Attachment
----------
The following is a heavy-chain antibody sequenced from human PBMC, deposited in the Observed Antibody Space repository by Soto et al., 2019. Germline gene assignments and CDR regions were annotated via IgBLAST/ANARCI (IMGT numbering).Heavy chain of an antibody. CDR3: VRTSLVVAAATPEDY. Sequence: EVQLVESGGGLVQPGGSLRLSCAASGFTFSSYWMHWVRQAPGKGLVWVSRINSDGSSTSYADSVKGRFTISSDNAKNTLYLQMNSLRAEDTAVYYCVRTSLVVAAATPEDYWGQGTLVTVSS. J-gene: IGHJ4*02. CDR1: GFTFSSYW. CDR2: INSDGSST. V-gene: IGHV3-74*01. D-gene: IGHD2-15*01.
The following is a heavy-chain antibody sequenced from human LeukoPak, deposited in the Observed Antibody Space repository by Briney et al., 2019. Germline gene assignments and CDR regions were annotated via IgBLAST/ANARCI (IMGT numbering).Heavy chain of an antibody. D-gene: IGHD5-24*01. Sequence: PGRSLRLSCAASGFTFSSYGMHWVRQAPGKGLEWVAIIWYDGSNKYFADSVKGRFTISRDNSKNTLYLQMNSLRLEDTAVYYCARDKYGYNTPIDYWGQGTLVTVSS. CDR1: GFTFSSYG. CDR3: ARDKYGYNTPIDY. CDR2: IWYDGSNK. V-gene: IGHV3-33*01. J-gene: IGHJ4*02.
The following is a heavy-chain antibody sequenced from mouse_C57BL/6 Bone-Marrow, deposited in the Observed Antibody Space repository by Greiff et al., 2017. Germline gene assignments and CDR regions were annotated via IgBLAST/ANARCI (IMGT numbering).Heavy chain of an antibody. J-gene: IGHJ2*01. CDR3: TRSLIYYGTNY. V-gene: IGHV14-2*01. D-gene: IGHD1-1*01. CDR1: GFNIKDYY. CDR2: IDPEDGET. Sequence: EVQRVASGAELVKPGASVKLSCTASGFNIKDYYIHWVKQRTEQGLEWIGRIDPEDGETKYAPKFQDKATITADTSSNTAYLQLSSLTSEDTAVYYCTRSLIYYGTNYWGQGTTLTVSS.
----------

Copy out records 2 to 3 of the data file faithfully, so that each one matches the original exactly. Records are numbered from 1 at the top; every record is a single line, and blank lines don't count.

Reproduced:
The following is a heavy-chain antibody sequenced from human LeukoPak, deposited in the Observed Antibody Space repository by Briney et al., 2019. Germline gene assignments and CDR regions were annotated via IgBLAST/ANARCI (IMGT numbering).Heavy chain of an antibody. D-gene: IGHD5-24*01. Sequence: PGRSLRLSCAASGFTFSSYGMHWVRQAPGKGLEWVAIIWYDGSNKYFADSVKGRFTISRDNSKNTLYLQMNSLRLEDTAVYYCARDKYGYNTPIDYWGQGTLVTVSS. CDR1: GFTFSSYG. CDR3: ARDKYGYNTPIDY. CDR2: IWYDGSNK. V-gene: IGHV3-33*01. J-gene: IGHJ4*02.
The following is a heavy-chain antibody sequenced from mouse_C57BL/6 Bone-Marrow, deposited in the Observed Antibody Space repository by Greiff et al., 2017. Germline gene assignments and CDR regions were annotated via IgBLAST/ANARCI (IMGT numbering).Heavy chain of an antibody. J-gene: IGHJ2*01. CDR3: TRSLIYYGTNY. V-gene: IGHV14-2*01. D-gene: IGHD1-1*01. CDR1: GFNIKDYY. CDR2: IDPEDGET. Sequence: EVQRVASGAELVKPGASVKLSCTASGFNIKDYYIHWVKQRTEQGLEWIGRIDPEDGETKYAPKFQDKATITADTSSNTAYLQLSSLTSEDTAVYYCTRSLIYYGTNYWGQGTTLTVSS.